Juice detoxing:
Usually anywhere between 2 and 7 days, juice detoxes claim to flush your system of toxins, give your digestive system a break and result in some pretty hefty weight loss the longer you keep it up for. While I agree that juice detoxes can have their place in getting you on the right track to start thinking about food from a healthier perspective, it's important to be aware that the weight loss won't last after you re-introduce solid food. It's a great way to boost into a new fitness or nutrition program, but don't expect to drop 10kg and keep it off in 5 days. I would recommend 'juicing' for no longer than 3 days before moving on to a clean diet.

General detoxing:
Taking a break from gluten, grains, sugar, dairy, alcohol, caffeine, meat and legumes all at once is quite common and can be a good way to progress from a juice detox at the start of your new wellness kick. However, this kind of diet shouldn't last any longer than 30 days. Any sustainable weight loss program needs to be approached from a balanced lifestyle perspective rather than banning certain food groups forever. Try planning out 7 to 14 days of restricted eating before entering into a new dietary lifestyle if you are interested in taking a detox approach.

Apps and accessories:
Fitness apps and accessories that track your progress can be helpful in working towards your weight loss goals. Goal setting will help you to map out your plan and keeping your successes recorded as you go along will do wonders to motivate you to keep going. I recommend getting yourself a good quality smart watch with a GPS tracker like the Adidas miCoach Smart Run, this model in particular has inbuilt workout and stretching videos to help push you even harder.

It's up to you what options you decide to explore when it comes to making gains in the world of fitness and weight loss, but if you're serious about using a product to help you on your way always do your research and talk to a fitness professional beforehand.

Samantha Bluemel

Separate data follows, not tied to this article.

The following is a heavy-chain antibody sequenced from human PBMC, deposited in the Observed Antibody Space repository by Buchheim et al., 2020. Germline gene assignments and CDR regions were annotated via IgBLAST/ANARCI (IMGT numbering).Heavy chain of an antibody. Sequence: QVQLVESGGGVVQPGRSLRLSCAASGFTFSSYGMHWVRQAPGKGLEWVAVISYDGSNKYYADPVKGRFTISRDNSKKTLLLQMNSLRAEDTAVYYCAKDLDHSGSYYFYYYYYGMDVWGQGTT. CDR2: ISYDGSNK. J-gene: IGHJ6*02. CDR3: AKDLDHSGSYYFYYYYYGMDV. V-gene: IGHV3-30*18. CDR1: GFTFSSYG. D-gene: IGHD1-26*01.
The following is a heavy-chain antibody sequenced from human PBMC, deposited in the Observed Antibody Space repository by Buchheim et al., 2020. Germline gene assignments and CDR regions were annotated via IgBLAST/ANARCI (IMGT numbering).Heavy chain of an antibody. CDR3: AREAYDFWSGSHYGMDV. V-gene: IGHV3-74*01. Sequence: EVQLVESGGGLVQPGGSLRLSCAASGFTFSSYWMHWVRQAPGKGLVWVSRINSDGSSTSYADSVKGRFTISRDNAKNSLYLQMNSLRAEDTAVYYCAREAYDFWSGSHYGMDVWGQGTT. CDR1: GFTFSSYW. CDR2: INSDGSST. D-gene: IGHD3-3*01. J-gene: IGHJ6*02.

Samantha Bluemel is a personal trainer and nutritionist. She aims to inspire the happiest, healthiest and most positive state of living.

Constantly active and forever chasing the next cornerstone of green smoothie creation, personal trainer Samantha writes on all things fitness to motivate you out the door and into your trainers, stat. Starting her career in modeling before realising that years of midnight Macca’s and Red Bull had begun to take their toll, Samantha has since been travelling down the road of health and wellness, learning, growing and sharing her knowledge along the way. First and foremost a personal trainer, her love for physical health through exercise has taken her from a corporate gym setting to creating her own business in personal and group training, always believing in the power of movement as a catalyst for positive lifestyle change. The ultimate goal is a life lived in absolute happiness and body loving appreciation – and as she says, sometimes that means getting a cheeseburger along the way! You can read more from Sam in her fortnightly column for New Idea magazine, or by heading to her blog at moveeatplay.co.nz.

Read more by Samantha Bluemel

Have your say

We aim to have healthy debate. But we won't publish comments that abuse others. View commenting guidelines.

1200 characters left

Sort by
  • Oldest

© Copyright 2014, APN New Zealand Limited

Assembled by: (static) on production bpcf04 at 26 Dec 2014 11:11:03 Processing Time: 458ms